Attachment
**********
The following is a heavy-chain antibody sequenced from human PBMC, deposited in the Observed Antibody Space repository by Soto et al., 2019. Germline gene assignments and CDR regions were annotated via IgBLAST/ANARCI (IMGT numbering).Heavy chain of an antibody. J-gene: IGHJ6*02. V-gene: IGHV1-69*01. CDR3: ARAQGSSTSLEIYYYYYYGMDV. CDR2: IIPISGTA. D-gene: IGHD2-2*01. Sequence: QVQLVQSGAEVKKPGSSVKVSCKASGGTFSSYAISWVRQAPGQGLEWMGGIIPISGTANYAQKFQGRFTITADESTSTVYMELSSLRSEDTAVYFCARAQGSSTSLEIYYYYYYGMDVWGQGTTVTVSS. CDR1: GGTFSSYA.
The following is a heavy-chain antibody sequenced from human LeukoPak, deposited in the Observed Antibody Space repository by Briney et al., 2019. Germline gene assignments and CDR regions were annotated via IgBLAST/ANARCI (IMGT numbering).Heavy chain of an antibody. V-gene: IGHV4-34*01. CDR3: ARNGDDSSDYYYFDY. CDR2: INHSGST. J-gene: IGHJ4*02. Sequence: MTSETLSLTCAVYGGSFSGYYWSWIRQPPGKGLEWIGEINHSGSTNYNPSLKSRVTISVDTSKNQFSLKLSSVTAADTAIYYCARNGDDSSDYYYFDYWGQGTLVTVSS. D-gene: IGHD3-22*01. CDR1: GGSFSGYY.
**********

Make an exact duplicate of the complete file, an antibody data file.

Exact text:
The following is a heavy-chain antibody sequenced from human PBMC, deposited in the Observed Antibody Space repository by Soto et al., 2019. Germline gene assignments and CDR regions were annotated via IgBLAST/ANARCI (IMGT numbering).Heavy chain of an antibody. J-gene: IGHJ6*02. V-gene: IGHV1-69*01. CDR3: ARAQGSSTSLEIYYYYYYGMDV. CDR2: IIPISGTA. D-gene: IGHD2-2*01. Sequence: QVQLVQSGAEVKKPGSSVKVSCKASGGTFSSYAISWVRQAPGQGLEWMGGIIPISGTANYAQKFQGRFTITADESTSTVYMELSSLRSEDTAVYFCARAQGSSTSLEIYYYYYYGMDVWGQGTTVTVSS. CDR1: GGTFSSYA.
The following is a heavy-chain antibody sequenced from human LeukoPak, deposited in the Observed Antibody Space repository by Briney et al., 2019. Germline gene assignments and CDR regions were annotated via IgBLAST/ANARCI (IMGT numbering).Heavy chain of an antibody. V-gene: IGHV4-34*01. CDR3: ARNGDDSSDYYYFDY. CDR2: INHSGST. J-gene: IGHJ4*02. Sequence: MTSETLSLTCAVYGGSFSGYYWSWIRQPPGKGLEWIGEINHSGSTNYNPSLKSRVTISVDTSKNQFSLKLSSVTAADTAIYYCARNGDDSSDYYYFDYWGQGTLVTVSS. D-gene: IGHD3-22*01. CDR1: GGSFSGYY.